COACH PETERSEN: I know we do. I don’t worry about the opponents in terms of what they’re going to do. But I think it’s really hard — it’s really hard to stay tight in your numbers, for us always, because you can only practice so much. You get more practice time so you’re just kind of — you’re practicing stuff that’s not going to get called in games.
And so when you have a bye week or you have a couple of weeks in terms of a bowl preparation, it’s always been hard for us to stay true to the numbers in the game plan that you’re going to end up calling. And so I do think that that’s the thing for us on our side to make sure we stay to what we’ve been doing all year.

Q. Everybody knows that Saquon Barkley is kind of the guy that you look for when you prepare to face Penn State, but what do you see from Trace McSorley? And what do you want to do to kind of prepare for him?

COACH PETERSEN: I think any really explosive offense in this day and age, it’s always about the quarterback. I think Barkley is a unique, rare talent at that size and that speed. There’s no question. That’s why he’s going to be drafted where he’s going to be drafted. That’s obvious. But the guy that makes this go is the quarterback, for sure. He’s a good football player. I mean, he’s the kind you’re like, yeah, you’d like him on your team.

You can tell he’s a competitor. He runs. He’s tough. He can throw it. They use him in unique ways. Real creative on offense and different things they do with him. And he makes it go.

Q. The quarterback, Trace McSorley, and their offense forces guys to make a lot of different decisions, right? It forces you guys into a lot of one-on-one matchups. What are the keys to winning those matchups?

COACH PETERSEN: We play all season with a bunch of one-on-one matchups anyways. That’s a little bit of our style. But I think when you look at this offense and the points that they score, it’s because they’re not one dimensional. They can run the ball. The quarterback can run the ball. The quarterback can scramble with the ball.
They’ve got an awesome running back, and they have three or four really good receivers and they spread the ball around. There’s not, well, we’ve got to take this guy out of the game plan and we’re good. They all catch about the same amount of balls and so this is a tough offense to defend. We’ll have our hands full, and everybody has had their hands full all year. So it will be a different challenge that we haven’t seen.

Q. In talking to a couple of the players, especially the seniors the last couple of days, they’ve talked about the differences between when you first came in the Cactus Bowl, for instance, and now today. They felt like back then maybe there was a little bit more play, it was more things. But now they feel like it’s a lot more dialed in, maybe it’s a lot more fired up and a lot more involved and focused in the game plan. Did last year’s playoff, did that maybe subtly change any of your thinking about how some of these bigger games were approached?

COACH PETERSEN: I don’t think so. I always think every game is kind of unique in terms of making sure the kids’ energy is right; that they just have the right energy. And we worry about that every game during the season.

And not every game is the same. And you’re trying really to get at that peak performance, that performance anxiety curve we always talk about where it’s not too high and not too low. And most of the time we’re right on. And a few times we’ve been off for whatever reason.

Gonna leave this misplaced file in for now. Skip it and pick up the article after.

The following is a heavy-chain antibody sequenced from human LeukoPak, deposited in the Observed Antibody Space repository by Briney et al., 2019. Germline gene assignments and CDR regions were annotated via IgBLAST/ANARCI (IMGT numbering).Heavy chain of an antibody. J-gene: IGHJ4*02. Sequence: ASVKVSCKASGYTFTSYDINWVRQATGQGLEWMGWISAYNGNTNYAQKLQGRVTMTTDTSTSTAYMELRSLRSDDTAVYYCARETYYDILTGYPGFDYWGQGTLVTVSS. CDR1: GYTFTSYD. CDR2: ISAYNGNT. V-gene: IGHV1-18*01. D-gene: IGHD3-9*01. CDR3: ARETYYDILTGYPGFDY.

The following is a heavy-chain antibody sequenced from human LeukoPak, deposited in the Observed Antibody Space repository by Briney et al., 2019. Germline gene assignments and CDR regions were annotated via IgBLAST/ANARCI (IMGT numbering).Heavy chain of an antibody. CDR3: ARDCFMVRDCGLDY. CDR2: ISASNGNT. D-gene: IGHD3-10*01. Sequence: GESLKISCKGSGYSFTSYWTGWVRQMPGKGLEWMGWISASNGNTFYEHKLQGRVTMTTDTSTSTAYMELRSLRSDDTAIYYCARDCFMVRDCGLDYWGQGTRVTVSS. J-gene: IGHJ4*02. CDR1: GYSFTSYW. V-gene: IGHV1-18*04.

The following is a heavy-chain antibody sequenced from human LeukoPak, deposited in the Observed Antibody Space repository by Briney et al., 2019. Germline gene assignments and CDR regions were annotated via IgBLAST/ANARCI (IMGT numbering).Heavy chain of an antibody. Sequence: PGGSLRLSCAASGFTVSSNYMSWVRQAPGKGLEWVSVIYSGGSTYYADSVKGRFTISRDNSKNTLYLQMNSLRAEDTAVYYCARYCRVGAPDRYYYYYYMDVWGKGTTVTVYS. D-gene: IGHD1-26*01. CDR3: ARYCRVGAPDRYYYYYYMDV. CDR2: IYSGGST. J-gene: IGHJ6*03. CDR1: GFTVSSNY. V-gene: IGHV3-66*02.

And we’ve talked about this a lot, but I think it’s hard every week to show up with that “best.” And our kids know it.

We talk about it all the time. But sometimes it just feels different.
So you come to a game like this and you’ve worked really hard — I’ve been to games where we’ve worked really hard and thought our preparation was great, and we’ve come out and it’s, like, did we work too hard? Did we leave it on the practice field?

And so I think as coaches you’re always trying to figure out what the right balance is. And as coaches you’re always thinking we need one more rep, we need to spend a little bit more time, it’s not right. And I think sometimes that can work against you. So we’re always paying attention to getting those guys with the right energy, the right mentality. And when you’re grinding away for a long time, I think, it’s easier said than done.

Q. When you look back across your career, how does the bowl game affect the period after, like winter workouts leading to spring football? Does a win or loss affect the mood of the program for the couple months after that, or is it just a one-off that doesn’t really carry into your offseason prep?

COACH PETERSEN: You know, we try to, win or lose, we try to go back to reset and start over. But I know this: As awesome as this week is and this couple weeks have been in terms of our preparation, it is very painful and there’s not a lot of good memories when you don’t come here and win bowl games.
So there’s a lot of time and energy and money and all those things spent here. And you don’t win that last game, it’s really, really hard. I think there’s kind of a sour taste in your mouth. So it’s important, I know on both sides to win this game.

Q. On Penn State’s Saquon Barkley.

COACH PETERSEN: He’s a guy that can put his pads down, he kind of looks like a power back, but he’s really like a speed back. He’s most dangerous when you don’t contain him, and he gets on edges and he gets in the open field he’s going to run away from everybody. That’s what makes him so different. Maybe the back at USC, Ronald Jones, he’s kind of a big, fast guy. We didn’t play those guys this year.